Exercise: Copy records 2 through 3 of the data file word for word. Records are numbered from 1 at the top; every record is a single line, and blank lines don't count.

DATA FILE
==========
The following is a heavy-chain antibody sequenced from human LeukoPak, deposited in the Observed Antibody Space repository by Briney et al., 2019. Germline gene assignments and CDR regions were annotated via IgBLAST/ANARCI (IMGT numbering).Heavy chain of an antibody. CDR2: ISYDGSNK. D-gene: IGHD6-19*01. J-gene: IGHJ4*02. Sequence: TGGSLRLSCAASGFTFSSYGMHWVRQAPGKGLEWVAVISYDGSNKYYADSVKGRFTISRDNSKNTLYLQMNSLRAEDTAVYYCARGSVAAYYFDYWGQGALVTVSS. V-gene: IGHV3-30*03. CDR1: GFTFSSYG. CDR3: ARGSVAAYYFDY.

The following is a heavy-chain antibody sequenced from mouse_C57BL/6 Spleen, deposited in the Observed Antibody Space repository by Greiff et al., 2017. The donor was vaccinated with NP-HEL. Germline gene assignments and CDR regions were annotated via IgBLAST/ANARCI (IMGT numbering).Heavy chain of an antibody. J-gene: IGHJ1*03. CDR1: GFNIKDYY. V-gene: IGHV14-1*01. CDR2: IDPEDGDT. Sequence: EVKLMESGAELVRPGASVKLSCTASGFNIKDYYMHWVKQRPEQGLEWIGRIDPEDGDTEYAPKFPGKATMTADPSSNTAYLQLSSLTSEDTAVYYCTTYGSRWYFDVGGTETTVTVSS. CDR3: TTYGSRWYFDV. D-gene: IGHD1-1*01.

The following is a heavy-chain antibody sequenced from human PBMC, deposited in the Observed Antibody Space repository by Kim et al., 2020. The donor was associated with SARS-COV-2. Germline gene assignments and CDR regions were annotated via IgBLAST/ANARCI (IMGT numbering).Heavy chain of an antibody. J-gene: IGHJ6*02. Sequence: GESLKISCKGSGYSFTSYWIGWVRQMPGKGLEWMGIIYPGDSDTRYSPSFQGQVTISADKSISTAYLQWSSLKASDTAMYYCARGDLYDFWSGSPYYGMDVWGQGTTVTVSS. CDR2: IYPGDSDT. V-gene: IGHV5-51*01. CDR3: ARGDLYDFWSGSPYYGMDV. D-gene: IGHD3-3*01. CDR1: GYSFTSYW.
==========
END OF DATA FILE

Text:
The following is a heavy-chain antibody sequenced from mouse_C57BL/6 Spleen, deposited in the Observed Antibody Space repository by Greiff et al., 2017. The donor was vaccinated with NP-HEL. Germline gene assignments and CDR regions were annotated via IgBLAST/ANARCI (IMGT numbering).Heavy chain of an antibody. J-gene: IGHJ1*03. CDR1: GFNIKDYY. V-gene: IGHV14-1*01. CDR2: IDPEDGDT. Sequence: EVKLMESGAELVRPGASVKLSCTASGFNIKDYYMHWVKQRPEQGLEWIGRIDPEDGDTEYAPKFPGKATMTADPSSNTAYLQLSSLTSEDTAVYYCTTYGSRWYFDVGGTETTVTVSS. CDR3: TTYGSRWYFDV. D-gene: IGHD1-1*01.

The following is a heavy-chain antibody sequenced from human PBMC, deposited in the Observed Antibody Space repository by Kim et al., 2020. The donor was associated with SARS-COV-2. Germline gene assignments and CDR regions were annotated via IgBLAST/ANARCI (IMGT numbering).Heavy chain of an antibody. J-gene: IGHJ6*02. Sequence: GESLKISCKGSGYSFTSYWIGWVRQMPGKGLEWMGIIYPGDSDTRYSPSFQGQVTISADKSISTAYLQWSSLKASDTAMYYCARGDLYDFWSGSPYYGMDVWGQGTTVTVSS. CDR2: IYPGDSDT. V-gene: IGHV5-51*01. CDR3: ARGDLYDFWSGSPYYGMDV. D-gene: IGHD3-3*01. CDR1: GYSFTSYW.